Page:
— Post-Prandial Philosophy • Grant Allen

... William, esq. ——, Countess Spenser, Edmund, his measure Staeel, Madame de, her essay against suicide Her 'De l'Allemagne' Her personal appearance Her death Notes written by Lord Byron in her 'Corinne' See also Stafford, Marquis of (now Duke of Sutherland) Stafford, Marchioness of (now Duchess of Sutherland) Stanhope, Hon. Col. Leicester, (now Earl of Harrington) his arrival in Greece to assist in effecting its liberation His 'Greece in 1823-1824' Lord Byron's letters to ——, ...
— Life of Lord Byron, Vol. 6 (of 6) - With his Letters and Journals • Thomas Moore

... J. B. Sutherland expresses the wish to see an Indian lexicography prepared under the auspices of the Indian Department, and ...
— Personal Memoirs Of A Residence Of Thirty Years With The Indian Tribes On The American Frontiers • Henry Rowe Schoolcraft

... kept aloof, and the Macleods. Mackay's invitations were received with the same indifference. Some of the Grants, whose chief had suffered under the late Government for his allegiance to Argyle, joined him; and from the northern shires of Ross and Sutherland a few Mackays came to fight for a captain of their own blood. But the two sources on which the Government had mainly relied for help were both found wanting. The Campbells had suffered so severely from the invasion of Athole in the previous year that Argyle found it ...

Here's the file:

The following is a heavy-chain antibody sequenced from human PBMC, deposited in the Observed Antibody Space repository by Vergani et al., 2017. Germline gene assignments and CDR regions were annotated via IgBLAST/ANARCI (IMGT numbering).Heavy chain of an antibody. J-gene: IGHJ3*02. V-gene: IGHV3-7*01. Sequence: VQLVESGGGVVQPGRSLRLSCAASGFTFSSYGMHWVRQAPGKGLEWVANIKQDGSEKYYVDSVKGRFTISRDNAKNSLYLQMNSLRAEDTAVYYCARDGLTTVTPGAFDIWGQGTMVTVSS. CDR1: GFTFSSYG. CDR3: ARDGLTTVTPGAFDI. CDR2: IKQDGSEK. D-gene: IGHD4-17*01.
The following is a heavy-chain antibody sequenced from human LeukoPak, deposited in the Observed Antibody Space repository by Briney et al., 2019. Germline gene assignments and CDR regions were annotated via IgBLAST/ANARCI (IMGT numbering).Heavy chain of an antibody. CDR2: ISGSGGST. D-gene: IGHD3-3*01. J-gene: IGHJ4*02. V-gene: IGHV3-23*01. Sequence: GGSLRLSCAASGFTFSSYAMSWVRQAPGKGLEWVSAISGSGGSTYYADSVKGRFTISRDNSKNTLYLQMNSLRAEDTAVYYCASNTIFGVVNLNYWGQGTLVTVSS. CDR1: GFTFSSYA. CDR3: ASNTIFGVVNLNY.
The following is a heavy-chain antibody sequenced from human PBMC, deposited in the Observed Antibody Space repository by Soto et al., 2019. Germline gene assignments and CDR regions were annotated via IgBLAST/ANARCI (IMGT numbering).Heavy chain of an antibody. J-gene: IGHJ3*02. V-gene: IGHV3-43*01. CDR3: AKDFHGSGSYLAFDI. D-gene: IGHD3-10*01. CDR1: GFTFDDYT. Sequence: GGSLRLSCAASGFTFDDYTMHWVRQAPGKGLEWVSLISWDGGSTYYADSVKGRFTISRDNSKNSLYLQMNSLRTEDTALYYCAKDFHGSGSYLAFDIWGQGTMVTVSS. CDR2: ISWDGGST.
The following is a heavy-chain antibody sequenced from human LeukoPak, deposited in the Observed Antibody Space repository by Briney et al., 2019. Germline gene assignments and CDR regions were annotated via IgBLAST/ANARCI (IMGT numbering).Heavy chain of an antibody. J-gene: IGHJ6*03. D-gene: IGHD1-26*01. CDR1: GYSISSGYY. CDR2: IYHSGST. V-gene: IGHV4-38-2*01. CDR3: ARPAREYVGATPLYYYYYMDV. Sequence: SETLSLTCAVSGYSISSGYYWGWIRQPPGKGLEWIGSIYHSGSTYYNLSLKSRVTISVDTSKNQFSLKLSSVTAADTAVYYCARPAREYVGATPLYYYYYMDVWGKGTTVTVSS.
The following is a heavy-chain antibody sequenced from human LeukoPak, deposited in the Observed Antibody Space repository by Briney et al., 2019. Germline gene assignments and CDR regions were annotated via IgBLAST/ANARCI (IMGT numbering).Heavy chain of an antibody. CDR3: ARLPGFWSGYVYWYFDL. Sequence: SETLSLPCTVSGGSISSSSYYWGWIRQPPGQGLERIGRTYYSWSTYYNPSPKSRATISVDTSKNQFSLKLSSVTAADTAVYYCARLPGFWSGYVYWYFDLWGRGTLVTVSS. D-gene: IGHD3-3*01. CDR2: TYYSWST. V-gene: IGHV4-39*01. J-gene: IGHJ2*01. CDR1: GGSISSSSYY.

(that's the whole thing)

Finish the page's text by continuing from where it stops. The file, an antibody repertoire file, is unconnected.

— Claverhouse • Mowbray Morris

... on May 9th, the President and Council of the Institution of Civil Engineers entertained the Heir Apparent at a banquet in London and amongst the other guests were the veteran Field Marshal Sir John Burgoyne, the Dukes of Sutherland and Buccleuch, Earl Grey, Lord Salisbury, Sir John Pakington, Sir Edwin Landseer, Sir Richard Owen and many other eminent scientists and leaders of the time. During his speech the Prince paid a tribute to the work of Brunel and Stephenson and, in the latter connection, ...
— The Life of King Edward VII - with a sketch of the career of King George V • J. Castell Hopkins

... winter of 1901 a blizzard passed over the High Veld, the site of so many Concentration Camps, in the Balmoral district, and overtook a young lieutenant, W. St. Clare McLaren, of the First Argyll and Sutherland Highlanders (the friend and playmate of Hansie's childhood's years ...